This qualitative descriptive study investigated the learning behaviors of non-clinical healthcare employees who work in a role in which they schedule outpatient behavioral medicine patient appointments. The study used Malcolm Knowles' theory of andragogy as a theoretical framework. Eight subjects were interviewed to examine their education exposure, associated perceptions, and thoughts for possible improvements. By identifying characteristics associated with positive and negative forms of education, healthcare leaders around the globe will have an improved concept of how education affects job performance, satisfaction, and non-clinical patient care. This study discovered that while subjects were not substantially exposed to adult learning techniques, such as scenario and simulation-based education, positive perceptions were linked to these tools. In addition, issues pertaining to the internal infrastructure of behavioral medicine organizations were identified as having had a negative impact on implementing innovative education. Suggestions for improving education and training in this field include enhancing communication between staff and patients, expanding training resources, and creating a culture that supports education for all roles. Themes shown in this study will allow healthcare administrators to evaluate the educational needs of their staff better, and to meet those demands with adequate training and resources. This research will assist in orienting new personnel, supporting continued education, and creating a patient and employee-focused environment while improving continued education of established personnel.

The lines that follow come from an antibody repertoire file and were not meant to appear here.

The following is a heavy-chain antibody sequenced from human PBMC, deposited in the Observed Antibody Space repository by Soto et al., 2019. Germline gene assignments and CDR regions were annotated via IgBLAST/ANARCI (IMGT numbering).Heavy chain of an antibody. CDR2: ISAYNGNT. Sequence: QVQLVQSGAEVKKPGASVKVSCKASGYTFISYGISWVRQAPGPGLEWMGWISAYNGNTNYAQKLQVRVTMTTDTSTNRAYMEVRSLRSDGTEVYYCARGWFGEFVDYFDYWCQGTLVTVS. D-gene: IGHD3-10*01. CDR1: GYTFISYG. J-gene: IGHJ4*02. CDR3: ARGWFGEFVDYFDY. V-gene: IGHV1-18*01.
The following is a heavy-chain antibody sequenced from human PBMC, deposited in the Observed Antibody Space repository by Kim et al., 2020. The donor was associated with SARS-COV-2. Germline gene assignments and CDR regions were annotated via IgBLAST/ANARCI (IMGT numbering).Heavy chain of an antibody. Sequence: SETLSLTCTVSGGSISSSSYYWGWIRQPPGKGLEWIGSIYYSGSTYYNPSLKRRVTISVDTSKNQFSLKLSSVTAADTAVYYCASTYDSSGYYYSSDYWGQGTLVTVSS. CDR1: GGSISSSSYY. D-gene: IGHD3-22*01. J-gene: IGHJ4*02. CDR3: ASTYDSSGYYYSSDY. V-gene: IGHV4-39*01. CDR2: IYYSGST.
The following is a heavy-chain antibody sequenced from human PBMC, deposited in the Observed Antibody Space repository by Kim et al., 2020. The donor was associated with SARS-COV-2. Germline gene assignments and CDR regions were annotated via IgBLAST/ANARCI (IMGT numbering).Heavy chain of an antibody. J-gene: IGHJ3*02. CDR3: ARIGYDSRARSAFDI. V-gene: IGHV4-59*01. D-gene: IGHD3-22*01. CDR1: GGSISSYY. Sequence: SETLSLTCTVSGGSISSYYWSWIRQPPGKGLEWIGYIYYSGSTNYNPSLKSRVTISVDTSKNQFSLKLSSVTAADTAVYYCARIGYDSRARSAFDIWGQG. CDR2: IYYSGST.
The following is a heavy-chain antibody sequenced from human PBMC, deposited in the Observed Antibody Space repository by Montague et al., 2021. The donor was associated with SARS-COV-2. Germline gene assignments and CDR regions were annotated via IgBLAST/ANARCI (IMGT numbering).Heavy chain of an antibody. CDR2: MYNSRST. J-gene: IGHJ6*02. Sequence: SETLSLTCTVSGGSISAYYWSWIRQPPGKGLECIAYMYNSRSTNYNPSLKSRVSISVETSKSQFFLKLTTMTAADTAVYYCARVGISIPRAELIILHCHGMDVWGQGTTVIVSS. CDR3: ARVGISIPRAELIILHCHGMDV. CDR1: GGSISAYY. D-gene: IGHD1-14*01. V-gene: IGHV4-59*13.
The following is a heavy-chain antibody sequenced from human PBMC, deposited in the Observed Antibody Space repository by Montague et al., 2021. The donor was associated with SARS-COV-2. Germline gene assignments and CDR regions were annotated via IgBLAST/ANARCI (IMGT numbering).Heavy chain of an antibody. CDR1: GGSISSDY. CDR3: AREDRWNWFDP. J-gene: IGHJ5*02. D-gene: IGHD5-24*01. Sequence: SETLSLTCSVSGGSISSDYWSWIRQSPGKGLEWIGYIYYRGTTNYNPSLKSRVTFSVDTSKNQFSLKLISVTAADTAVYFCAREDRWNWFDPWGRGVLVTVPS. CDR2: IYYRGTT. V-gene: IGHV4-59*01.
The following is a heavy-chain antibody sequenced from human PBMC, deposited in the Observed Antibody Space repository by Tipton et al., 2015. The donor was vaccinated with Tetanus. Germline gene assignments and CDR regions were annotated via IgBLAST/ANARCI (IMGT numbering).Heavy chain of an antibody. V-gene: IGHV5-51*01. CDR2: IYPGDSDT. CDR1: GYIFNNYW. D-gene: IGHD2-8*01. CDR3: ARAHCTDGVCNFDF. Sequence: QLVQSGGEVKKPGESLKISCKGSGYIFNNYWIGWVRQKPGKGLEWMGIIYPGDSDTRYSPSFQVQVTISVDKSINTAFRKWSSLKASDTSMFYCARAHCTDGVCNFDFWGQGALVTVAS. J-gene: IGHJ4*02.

|Commitee:||Sutherland, Leonie, Dexheimer, Judith|
|School:||Northwest Nazarene University|
|School Location:||United States -- Idaho|
|Source:||DAI-A 81/12(E), Dissertation Abstracts International|
|Subjects:||Mental health, Adult education|
|Keywords:||Adult learning, Andragogy, Behavioral medicine, Mental health|
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